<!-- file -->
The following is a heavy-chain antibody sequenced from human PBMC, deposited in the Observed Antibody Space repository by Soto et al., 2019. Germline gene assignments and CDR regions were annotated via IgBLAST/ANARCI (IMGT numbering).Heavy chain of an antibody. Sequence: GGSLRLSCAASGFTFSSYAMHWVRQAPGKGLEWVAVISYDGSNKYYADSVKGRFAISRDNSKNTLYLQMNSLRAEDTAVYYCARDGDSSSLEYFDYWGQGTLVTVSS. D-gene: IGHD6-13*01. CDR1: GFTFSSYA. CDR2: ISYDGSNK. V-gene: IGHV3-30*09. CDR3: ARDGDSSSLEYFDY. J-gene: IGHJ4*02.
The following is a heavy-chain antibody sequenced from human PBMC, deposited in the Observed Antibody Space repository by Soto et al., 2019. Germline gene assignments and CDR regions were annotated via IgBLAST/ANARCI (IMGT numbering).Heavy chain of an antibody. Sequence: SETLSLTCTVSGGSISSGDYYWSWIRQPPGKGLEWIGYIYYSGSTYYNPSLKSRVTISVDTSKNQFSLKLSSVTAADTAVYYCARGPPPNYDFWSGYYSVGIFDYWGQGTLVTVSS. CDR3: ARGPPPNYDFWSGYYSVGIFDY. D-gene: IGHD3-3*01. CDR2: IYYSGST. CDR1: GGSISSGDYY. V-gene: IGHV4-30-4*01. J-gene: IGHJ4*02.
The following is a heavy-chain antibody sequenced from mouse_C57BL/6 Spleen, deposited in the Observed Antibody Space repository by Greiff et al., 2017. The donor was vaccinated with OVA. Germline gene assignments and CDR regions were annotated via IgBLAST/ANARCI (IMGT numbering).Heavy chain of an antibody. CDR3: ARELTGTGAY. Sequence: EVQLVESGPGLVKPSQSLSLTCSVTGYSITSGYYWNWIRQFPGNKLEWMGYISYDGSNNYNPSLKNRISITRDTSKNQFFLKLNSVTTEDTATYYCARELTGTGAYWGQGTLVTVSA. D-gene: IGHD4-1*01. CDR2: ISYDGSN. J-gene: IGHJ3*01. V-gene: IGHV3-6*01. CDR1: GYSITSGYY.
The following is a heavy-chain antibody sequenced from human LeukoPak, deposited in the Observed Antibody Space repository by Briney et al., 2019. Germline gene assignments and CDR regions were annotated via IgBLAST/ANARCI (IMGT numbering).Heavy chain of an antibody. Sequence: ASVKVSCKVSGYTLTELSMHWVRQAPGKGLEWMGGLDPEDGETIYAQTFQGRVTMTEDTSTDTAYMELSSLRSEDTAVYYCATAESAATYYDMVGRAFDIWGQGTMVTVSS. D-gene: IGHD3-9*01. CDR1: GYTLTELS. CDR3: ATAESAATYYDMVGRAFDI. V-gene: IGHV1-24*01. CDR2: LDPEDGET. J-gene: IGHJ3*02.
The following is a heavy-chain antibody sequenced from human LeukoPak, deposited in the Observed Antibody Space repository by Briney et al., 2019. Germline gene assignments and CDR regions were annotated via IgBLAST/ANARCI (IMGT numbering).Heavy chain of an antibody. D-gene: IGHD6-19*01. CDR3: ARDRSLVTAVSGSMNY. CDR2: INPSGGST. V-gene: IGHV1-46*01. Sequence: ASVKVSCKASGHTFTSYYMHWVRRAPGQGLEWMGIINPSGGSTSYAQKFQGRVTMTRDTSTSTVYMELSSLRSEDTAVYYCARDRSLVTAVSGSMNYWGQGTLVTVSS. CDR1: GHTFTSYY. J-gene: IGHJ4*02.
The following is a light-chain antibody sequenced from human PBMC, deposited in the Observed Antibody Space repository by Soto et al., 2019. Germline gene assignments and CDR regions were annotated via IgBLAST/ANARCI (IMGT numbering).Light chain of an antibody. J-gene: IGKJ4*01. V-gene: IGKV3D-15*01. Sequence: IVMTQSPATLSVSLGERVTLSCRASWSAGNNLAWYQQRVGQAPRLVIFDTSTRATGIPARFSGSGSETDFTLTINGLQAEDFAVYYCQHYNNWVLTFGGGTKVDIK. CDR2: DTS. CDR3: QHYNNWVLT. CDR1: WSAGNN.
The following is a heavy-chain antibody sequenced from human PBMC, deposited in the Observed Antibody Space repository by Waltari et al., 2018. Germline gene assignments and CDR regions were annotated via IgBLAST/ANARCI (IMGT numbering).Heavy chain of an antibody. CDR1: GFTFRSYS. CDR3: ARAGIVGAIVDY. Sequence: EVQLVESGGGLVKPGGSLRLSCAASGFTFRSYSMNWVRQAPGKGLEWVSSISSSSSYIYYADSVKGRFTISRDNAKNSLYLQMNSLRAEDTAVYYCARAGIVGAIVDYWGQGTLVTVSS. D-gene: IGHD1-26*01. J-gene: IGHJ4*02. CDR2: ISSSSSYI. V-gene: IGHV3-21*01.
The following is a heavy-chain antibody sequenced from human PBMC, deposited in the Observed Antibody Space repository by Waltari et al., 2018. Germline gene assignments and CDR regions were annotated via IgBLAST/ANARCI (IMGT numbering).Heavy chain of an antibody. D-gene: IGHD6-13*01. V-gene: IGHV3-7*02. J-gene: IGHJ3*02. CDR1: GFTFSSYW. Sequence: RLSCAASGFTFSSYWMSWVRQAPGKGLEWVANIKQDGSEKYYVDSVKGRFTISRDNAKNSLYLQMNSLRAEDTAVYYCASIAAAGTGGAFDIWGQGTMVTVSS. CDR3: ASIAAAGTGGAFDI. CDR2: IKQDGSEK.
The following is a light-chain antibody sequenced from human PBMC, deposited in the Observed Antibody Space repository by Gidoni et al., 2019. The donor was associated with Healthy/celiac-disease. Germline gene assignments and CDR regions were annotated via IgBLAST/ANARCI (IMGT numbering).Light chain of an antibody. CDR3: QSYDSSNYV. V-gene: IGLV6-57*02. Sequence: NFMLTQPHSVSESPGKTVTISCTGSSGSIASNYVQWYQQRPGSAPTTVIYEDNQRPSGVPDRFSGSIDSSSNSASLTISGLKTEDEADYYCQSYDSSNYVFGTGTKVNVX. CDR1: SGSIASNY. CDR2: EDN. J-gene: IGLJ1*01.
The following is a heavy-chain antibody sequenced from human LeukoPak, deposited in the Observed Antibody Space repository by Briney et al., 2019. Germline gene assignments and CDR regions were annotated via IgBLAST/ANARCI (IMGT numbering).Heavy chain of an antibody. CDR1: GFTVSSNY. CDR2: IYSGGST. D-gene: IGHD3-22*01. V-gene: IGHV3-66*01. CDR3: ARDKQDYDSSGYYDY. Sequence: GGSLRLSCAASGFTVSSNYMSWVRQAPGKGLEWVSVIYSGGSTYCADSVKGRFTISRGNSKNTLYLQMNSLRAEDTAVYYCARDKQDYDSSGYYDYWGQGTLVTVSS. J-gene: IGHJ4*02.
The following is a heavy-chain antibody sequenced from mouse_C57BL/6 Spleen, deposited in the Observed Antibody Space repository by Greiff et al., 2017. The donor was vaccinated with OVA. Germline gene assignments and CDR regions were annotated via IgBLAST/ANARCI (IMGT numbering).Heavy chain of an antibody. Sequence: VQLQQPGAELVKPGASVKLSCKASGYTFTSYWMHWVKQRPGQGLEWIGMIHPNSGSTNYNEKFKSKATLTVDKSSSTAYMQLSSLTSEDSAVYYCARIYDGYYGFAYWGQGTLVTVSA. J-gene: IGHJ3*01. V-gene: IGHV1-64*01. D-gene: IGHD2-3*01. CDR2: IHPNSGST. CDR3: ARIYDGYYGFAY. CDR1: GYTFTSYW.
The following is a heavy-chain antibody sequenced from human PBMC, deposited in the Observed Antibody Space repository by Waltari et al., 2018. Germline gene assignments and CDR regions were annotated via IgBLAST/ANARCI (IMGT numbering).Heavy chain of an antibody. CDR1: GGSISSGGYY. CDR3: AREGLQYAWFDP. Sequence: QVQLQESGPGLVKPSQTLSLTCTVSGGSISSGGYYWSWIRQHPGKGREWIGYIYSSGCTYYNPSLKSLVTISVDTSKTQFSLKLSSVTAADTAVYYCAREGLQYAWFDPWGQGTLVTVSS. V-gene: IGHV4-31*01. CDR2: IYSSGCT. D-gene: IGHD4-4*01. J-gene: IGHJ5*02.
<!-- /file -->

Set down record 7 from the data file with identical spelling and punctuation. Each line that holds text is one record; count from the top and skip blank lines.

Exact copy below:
The following is a heavy-chain antibody sequenced from human PBMC, deposited in the Observed Antibody Space repository by Waltari et al., 2018. Germline gene assignments and CDR regions were annotated via IgBLAST/ANARCI (IMGT numbering).Heavy chain of an antibody. CDR1: GFTFRSYS. CDR3: ARAGIVGAIVDY. Sequence: EVQLVESGGGLVKPGGSLRLSCAASGFTFRSYSMNWVRQAPGKGLEWVSSISSSSSYIYYADSVKGRFTISRDNAKNSLYLQMNSLRAEDTAVYYCARAGIVGAIVDYWGQGTLVTVSS. D-gene: IGHD1-26*01. J-gene: IGHJ4*02. CDR2: ISSSSSYI. V-gene: IGHV3-21*01.